HIGH CURRENT VOLTAGE REGULATOR

Thread Starter

HEALEY

Joined Nov 10, 2004
5
HAVE EXISTING DC SUPPLY, UNREGULATED CAPABLE OF 20 vdc @ 85A. REQUIRE REGULATION IN RANGE 10vdc TO 15vdc, AT 75 A.! YEP 75 AMPERES. CANNOT FIND ANY LITERATURE. THANX FOR YOUR SUGGESTIONS.
 

mozikluv

Joined Jan 22, 2004
1,437
hi

as far as i know TOSHIBA has 12A (TA7812S), 7.5A by INTERNATIONAL RECTIFIER (IRU1175CMTR) and 7.5A by LINEAR TECH. (LT1083CP-12)

you can check with this manufacturers :)

the highest that i have done is a 25A regulated in parallel configuration. :)
 

vhneumann

Joined Dec 1, 2004
4
Hello,

There's a circuit at http://www.edn.com/article/CA434875.html that shows how to parallel integrated regulators. If you used LM350, at 3 amps each you would need 25 of them, plus diodes, capacitors. Also, as all ICs share the common terminal (tab in TO220, case in TO-3 package) they can be mounted on a single heatsink. Take note that for 25 devices, regulation terminal current amounts to 25X100uA=2.5 mA. Also, the circuit shown by EDN uses fixed regulators, common tab to ground, whereas using LM350 which needs two resistors to adjust voltage output you would need a common resistor coming out from the heatsink. Using a switching regulator with MOSFET pass transistor you might reduce power dissipation and size; don't know how to, but at the factory floor we use 24V 40A switching PSUs.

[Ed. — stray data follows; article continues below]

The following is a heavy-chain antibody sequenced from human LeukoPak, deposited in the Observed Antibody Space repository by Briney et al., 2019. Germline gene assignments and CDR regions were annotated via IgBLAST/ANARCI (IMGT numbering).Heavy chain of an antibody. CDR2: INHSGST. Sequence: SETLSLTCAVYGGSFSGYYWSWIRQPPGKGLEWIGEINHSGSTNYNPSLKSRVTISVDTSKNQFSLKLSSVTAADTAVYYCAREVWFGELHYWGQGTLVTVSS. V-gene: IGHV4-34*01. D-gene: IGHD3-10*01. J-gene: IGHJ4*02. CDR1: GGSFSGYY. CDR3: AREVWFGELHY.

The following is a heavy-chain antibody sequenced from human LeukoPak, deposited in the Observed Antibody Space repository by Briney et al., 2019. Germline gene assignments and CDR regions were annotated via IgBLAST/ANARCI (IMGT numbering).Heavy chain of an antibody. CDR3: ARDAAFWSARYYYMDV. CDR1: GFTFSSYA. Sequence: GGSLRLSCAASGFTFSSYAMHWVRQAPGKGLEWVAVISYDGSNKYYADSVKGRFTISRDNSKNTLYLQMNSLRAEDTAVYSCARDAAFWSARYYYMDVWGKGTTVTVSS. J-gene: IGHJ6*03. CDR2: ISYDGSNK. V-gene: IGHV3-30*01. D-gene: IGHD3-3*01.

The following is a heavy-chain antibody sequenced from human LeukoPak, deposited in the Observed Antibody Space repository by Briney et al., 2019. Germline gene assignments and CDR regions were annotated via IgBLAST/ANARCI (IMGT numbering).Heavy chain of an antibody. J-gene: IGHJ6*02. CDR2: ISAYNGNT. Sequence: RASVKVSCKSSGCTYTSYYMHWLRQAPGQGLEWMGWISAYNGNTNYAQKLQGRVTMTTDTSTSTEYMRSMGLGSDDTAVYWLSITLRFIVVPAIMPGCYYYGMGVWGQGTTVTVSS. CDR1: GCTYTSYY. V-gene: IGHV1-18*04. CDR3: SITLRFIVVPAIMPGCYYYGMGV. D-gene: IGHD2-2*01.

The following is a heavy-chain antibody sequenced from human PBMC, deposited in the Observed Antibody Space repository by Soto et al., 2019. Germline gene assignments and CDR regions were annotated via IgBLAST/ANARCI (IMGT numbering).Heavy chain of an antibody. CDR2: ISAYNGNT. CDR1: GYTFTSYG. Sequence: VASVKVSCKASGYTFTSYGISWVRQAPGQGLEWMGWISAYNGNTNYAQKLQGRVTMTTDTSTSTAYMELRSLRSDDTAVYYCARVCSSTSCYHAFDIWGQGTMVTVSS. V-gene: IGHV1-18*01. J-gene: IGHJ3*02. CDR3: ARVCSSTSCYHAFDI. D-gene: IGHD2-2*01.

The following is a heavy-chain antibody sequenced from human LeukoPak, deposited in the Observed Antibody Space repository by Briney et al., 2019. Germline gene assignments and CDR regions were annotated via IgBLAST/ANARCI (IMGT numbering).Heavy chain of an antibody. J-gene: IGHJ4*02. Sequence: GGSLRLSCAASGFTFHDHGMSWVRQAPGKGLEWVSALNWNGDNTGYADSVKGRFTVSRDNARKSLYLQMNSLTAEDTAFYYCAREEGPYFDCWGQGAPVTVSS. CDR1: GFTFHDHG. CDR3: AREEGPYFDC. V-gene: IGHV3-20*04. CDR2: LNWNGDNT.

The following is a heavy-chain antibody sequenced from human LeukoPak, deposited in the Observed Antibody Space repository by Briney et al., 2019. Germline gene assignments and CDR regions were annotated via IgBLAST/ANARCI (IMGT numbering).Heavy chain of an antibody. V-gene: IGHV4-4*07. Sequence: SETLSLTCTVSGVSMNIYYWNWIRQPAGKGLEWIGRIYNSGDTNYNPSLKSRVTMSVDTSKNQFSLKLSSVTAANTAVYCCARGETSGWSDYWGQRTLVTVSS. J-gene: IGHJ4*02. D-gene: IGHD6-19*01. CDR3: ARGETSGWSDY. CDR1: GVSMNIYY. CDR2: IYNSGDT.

Best regards
 

vhneumann

Joined Dec 1, 2004
4
Hi there,

Check circuits and also some theory about PWM regulation at

http://www.edn.com/contents/images/31600di.pdf dimmer
http://us.st.com/stonline/books/pdf/docs/3566.pdf dimmer
http://users.pandora.be/educypedia/electro...uitsbypower.htm


You can regulate the secondary side, using low voltage, high current MOSFETS - IRFZ44 - or regulate the primary side, using a TRIAC. I can remember repairing a little beast at a mechanic's shop; it regulated the primary side of thr transformer using a VERY SIMPLE triac circuit and rectifying the secondary with many diodes in parallel. This thing was used to charge 24/48 V batteries, also as a starter for truck motors. It was too simplistic, missed current sharing resistors in series with each diode at the secondary side. Maybe you could try a similar idea and improving upon the thery at the preceding links.

Best regards
 
Top